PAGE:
White House counsel Don McGahn to leave his role

Move comes amid strained relations with Trump and an interview with Mueller team

File image of White House counsel Don McGahn listening to Donald Trump speak in the White House, Washington, DC, US. File photograph: Jim Lo Scalzo/EPA

File image of White House counsel Don McGahn listening to Donald Trump speak in the White House, Washington, DC, US. File photograph: Jim Lo Scalzo/EPA

 

White House counsel Don McGahn, whose relationship with US president Donald Trump has been strained by the investigation into Russian interference in the 2016 presidential election, is set to leave the job in the coming weeks.

Mr Trump announced on Twitter on Wednesday that Mr McGahn would leave after the US Senate confirms the nomination of Brett Kavanaugh to the supreme court. He will become the latest in a long string of high-ranking advisers to leave Mr Trump’s side.

Mr McGahn did not know the tweet was coming, an administration official said, but he had been planning to leave the White House because he felt he had achieved his goals in getting conservatives named to federal judgeships, rolling back regulations and reeling in bureaucracy.

Mr Trump announced Mr McGahn’s departure less than two weeks after it was reported that Mr McGahn had voluntarily co-operated with special counsel Robert Mueller’s investigation of Russian meddling and possible collusion with the Trump campaign in the 2016 election, which the president has repeatedly decried as a witch hunt.

In his interviews with Mr Mueller’s team, Mr McGahn was asked about Mr Trump’s actions in firing FBI director James Comey in 2017, the Washington Post has reported. Other topics included Mr Trump’s criticism of attorney general Jeff Sessions and deputy attorney general Rod Rosenstein, who oversees the Russia inquiry, the Washington Post said.

Mr Trump has said he gave Mr McGahn permission to talk with investigators and that he had nothing to hide.

Mr Mueller’s investigation already has resulted in guilty pleas for several Trump insiders, as well as indictments, co-operation deals and one conviction. Russia has denied meddling in the election.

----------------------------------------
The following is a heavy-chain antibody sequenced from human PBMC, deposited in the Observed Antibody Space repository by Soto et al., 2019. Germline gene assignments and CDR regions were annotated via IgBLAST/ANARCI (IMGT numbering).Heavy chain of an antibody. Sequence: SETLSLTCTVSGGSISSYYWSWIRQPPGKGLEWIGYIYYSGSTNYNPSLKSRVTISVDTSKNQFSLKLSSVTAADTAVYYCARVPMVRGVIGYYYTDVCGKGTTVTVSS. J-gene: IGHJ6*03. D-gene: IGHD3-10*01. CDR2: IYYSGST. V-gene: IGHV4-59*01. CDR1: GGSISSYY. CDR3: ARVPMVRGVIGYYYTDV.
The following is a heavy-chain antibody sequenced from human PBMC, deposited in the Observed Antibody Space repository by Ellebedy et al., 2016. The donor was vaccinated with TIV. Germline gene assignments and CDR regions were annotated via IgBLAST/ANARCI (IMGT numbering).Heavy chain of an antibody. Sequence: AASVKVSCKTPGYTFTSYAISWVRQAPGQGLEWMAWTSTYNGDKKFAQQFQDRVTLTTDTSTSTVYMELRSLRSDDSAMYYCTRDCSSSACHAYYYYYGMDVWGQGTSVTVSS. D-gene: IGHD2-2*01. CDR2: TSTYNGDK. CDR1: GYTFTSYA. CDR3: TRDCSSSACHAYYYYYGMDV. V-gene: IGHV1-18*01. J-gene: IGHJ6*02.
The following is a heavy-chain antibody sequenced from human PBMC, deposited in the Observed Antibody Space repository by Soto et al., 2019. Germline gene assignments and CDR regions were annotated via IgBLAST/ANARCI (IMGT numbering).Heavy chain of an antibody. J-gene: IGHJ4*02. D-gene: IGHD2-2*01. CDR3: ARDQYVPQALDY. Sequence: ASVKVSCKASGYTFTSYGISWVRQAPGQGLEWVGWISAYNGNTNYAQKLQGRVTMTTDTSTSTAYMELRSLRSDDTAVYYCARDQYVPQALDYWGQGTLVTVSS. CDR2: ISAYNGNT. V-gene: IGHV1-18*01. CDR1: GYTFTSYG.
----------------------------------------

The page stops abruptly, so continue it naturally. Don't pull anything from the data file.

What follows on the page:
Trump has not settled on a replacement for Mr McGahn, White House spokeswoman Sarah Sanders told reporters. There has been speculation the job would go to Emmet Flood, a veteran Washington lawyer who joined the White House in May to help with the Russia inquiry.

“People like him,” Ms Sanders said of Mr Flood. “He’s super well-respected around the building but there’s not a plan locked in place at this point.”

Mr McGahn could not be reached for comment.

With his departure, he will become part of an unprecedented level of turnover among modern administrations studied by presidential scholars. Of Mr Trump’s top 27 aides listed on his first annual staff report to Congress, Mr McGahn will be the 17th to depart.

Dismay

The news was met with dismay by Senate judiciary committee chairman Chuck Grassley, who wrote in a tweet addressed to Trump: “U can’t let that happen.”

George Hartmann, spokesman for the committee, said Mr Grassley viewed Mr McGahn as the lynchpin to Mr Trump’s push to fill judicial vacancies.

Senate Republican leader Mitch McConnell praised Mr McGahn as “the most impressive White House counsel during my time in Washington”.

With help from Mr McGahn, Mr Trump has reshaped the federal judiciary in a conservative direction, tilting the balance on the supreme court to the right, and filling a record-breaking number of seats on the influential federal appeals courts during his first two years in office.

Mr Trump’s success in filling vacancies has been key to building and retaining political support among Republican voters.

In one of his stormiest moments as White House lawyer, Mr McGahn threatened to quit in June 2017 because he was “fed up” after Mr Trump insisted he take steps to remove Mr Mueller, a person familiar with the matter told Reuters earlier this year.

Mr McGahn also was involved in the controversy surrounding Mr Trump’s firing of former national security adviser Michael Flynn. In January 2017, then acting attorney general Sally Yates informed Mr McGahn that Mr Flynn had misled the FBI about his discussions with former Russian ambassador to the US Sergei Kislyak. Flynn pleaded guilty in December 2017 to lying to the FBI.

Mr McGahn, a Washington insider who was chief counsel for Mr Trump’s presidential run, was one of the first advisers Trump named to the White House after being elected in November 2016. – Reuters